Need for competent debt restructuring negotiation

It is now apparent that Sri Lanka’s finances over the past two years have been handled by a bunch of incompetent cronies who have delivered the most inglorious of situations; a sovereign default. As Sri Lanka defaults on its debt, creditors have begun to sue the country.

It was reported this week that a bondholder who holds more than $250 million in Sri Lanka’s international sovereign bonds has sued the country in a US court. Hamilton Reserve Bank Ltd., which is registered in the tax haven of St. Kitts and Nevis, filed suit this week in federal court in New York seeking full payment of its principal and interest.

The Central Bank announced in April this year that it would suspend all debt repayments until a restructuring negotiated with its creditors. After a 30-day grace period to pay $78 million expired in May with the government unable to repay its lenders, the country was officially in sovereign default or bankruptcy in the eyes of the world. In total, Sri Lanka is expected to default on $12.6 billion in foreign bonds as the economy faces its worst crisis fueled by a lack of foreign currency and runaway inflation.

It is also reported that several of Sri Lanka’s creditors have now formed a group which will collectively negotiate debt restructuring with the government. Considering the previous experiences of countries such as Argentina and Greece that have faced sovereign defaults, these debt restructuring talks are going to be delicate, painful and complicated, requiring them to be handled with the highest degree of professionalism and competence. Creditors, who are mostly private entities, will not care about the state of the country or the welfare of its people when negotiating a reasonable repayment plan. Their interests will primarily be governed by the interests of their clients and the need to claim as much principal and interest as are owed to Sri Lanka.

As Argentina testifies, these talks can take many years and sometimes force governments to prioritize debt repayment over the interests of citizens. Creditors who can flood a government, especially an incompetent third world country like Sri Lanka, with international litigation will force governments to part with their foreign currency, even giving up basic necessities such as food and medicine. for his people.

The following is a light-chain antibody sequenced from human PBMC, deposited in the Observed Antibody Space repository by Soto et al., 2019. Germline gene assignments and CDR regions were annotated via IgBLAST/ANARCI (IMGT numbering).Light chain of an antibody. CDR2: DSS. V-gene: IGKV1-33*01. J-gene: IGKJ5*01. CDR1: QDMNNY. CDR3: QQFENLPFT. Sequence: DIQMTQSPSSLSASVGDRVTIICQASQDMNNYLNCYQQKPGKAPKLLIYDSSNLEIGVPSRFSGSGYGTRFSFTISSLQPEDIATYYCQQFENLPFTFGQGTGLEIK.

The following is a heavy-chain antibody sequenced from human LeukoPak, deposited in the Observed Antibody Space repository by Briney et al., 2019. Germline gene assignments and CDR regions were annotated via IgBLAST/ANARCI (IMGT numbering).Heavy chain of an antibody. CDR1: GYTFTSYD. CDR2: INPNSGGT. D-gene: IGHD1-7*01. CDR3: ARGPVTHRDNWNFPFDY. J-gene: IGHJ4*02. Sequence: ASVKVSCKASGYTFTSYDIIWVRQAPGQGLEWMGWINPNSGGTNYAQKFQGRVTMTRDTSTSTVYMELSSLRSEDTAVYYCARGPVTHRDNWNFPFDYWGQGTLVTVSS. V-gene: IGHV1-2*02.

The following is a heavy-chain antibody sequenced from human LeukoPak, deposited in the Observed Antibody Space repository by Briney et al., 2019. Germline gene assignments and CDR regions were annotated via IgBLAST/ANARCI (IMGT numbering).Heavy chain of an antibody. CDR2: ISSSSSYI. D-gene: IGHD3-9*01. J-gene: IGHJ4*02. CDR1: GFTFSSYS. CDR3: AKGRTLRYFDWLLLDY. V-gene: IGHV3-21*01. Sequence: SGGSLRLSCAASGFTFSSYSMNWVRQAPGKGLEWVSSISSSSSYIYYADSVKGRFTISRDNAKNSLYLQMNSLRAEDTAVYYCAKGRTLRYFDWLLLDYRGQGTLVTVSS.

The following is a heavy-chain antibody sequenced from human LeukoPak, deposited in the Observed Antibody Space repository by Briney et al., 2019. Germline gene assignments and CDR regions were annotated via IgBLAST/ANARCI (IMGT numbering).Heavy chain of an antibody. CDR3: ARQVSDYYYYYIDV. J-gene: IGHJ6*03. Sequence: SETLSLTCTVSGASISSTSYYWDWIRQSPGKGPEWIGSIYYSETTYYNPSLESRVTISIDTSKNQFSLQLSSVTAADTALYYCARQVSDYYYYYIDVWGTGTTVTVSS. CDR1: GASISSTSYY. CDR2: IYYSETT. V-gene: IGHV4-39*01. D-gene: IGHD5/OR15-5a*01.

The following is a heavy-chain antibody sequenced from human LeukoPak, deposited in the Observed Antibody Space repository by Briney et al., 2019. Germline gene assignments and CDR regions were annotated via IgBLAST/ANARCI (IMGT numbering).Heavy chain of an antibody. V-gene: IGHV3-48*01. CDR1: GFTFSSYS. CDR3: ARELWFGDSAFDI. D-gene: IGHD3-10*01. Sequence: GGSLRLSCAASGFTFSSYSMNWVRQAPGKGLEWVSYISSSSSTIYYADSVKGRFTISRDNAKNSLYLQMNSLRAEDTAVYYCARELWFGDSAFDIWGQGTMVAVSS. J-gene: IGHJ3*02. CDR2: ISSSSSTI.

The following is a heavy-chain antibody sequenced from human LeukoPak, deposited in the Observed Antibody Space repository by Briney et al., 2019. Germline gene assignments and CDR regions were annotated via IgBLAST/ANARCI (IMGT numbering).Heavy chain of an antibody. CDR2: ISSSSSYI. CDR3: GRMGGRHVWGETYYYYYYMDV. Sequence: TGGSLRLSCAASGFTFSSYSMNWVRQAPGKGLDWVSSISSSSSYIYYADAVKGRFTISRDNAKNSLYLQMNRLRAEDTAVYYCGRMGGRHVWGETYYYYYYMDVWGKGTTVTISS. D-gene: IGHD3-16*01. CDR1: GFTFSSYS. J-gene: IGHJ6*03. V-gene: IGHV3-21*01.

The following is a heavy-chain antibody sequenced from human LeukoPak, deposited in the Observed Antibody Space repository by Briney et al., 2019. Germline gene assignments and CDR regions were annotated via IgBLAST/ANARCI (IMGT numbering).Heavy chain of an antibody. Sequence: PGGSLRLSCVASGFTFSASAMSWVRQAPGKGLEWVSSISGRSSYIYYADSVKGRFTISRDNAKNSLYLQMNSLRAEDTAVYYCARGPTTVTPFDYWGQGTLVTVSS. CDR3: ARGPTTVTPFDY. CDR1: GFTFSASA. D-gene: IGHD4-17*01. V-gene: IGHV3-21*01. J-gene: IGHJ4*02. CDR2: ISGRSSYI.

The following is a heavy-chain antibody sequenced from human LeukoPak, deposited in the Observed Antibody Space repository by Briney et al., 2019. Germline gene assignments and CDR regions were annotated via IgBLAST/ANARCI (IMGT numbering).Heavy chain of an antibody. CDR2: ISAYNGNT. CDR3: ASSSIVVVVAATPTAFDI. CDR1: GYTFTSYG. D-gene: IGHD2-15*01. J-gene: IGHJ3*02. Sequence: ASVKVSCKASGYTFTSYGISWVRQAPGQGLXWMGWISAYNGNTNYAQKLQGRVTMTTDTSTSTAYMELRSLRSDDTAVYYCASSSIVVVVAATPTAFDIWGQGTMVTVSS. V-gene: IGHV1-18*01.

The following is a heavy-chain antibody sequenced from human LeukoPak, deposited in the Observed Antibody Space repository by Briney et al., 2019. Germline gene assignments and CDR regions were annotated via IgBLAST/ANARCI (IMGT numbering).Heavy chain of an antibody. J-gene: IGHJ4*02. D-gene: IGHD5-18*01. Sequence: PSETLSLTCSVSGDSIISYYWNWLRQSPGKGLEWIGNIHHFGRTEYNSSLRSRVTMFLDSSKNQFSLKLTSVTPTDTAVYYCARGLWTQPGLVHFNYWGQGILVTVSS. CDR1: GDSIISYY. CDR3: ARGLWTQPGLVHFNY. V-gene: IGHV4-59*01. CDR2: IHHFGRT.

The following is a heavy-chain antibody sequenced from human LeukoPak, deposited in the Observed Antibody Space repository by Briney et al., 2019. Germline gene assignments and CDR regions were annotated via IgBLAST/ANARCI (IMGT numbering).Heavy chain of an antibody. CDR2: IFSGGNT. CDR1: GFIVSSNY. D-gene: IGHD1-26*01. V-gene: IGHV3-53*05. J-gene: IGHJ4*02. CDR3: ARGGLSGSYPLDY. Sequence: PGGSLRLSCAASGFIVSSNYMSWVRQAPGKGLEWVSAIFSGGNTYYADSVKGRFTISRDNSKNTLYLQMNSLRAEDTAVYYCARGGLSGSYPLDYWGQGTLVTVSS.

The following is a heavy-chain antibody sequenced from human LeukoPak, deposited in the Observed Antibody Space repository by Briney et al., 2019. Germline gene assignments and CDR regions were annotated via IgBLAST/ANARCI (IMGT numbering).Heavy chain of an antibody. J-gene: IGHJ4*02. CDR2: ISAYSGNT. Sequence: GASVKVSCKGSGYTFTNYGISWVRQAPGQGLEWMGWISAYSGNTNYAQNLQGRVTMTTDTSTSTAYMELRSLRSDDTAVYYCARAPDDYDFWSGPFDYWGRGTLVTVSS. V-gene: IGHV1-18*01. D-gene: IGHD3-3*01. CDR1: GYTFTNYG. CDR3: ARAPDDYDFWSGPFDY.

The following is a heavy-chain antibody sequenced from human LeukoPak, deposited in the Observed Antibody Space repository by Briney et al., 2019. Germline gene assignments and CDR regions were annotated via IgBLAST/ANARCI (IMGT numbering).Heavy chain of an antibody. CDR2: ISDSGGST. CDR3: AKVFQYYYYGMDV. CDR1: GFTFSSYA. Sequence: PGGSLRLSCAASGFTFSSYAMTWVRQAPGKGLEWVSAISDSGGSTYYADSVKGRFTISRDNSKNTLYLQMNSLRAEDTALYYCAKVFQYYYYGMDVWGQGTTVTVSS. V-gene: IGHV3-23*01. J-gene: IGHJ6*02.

Therefore, the main need of the hour is a competent group of officials advised by experts if necessary to negotiate a comprehensive debt restructuring program with Sri Lanka’s international creditors. Preventive and proactive engagement can avoid lengthy and costly international litigation, as similar litigation is now initiated by the Hamilton Reserve Bank. The International Monetary Fund has also called on Sri Lanka to restructure its debt before it can negotiate a support package. The IMF noted in April that Sri Lanka’s public debt was unsustainable and that the country needed to take steps to restore debt sustainability before any IMF lending, including the Emergency Rapid Financing Instrument.

None of the culprits responsible for the total economic collapse that resulted in a sovereign default have been held accountable. Worse still, there is not even legal or administrative action initiated to find those responsible and hold them accountable. More than incompetence is responsible for calamity and good faith; there is enough evidence to suggest that there is malpractice and criminality in the management of the country’s finances. While debt restructuring negotiations are ongoing, those responsible for the current economic calamity should be held criminally responsible for the damage they have caused.

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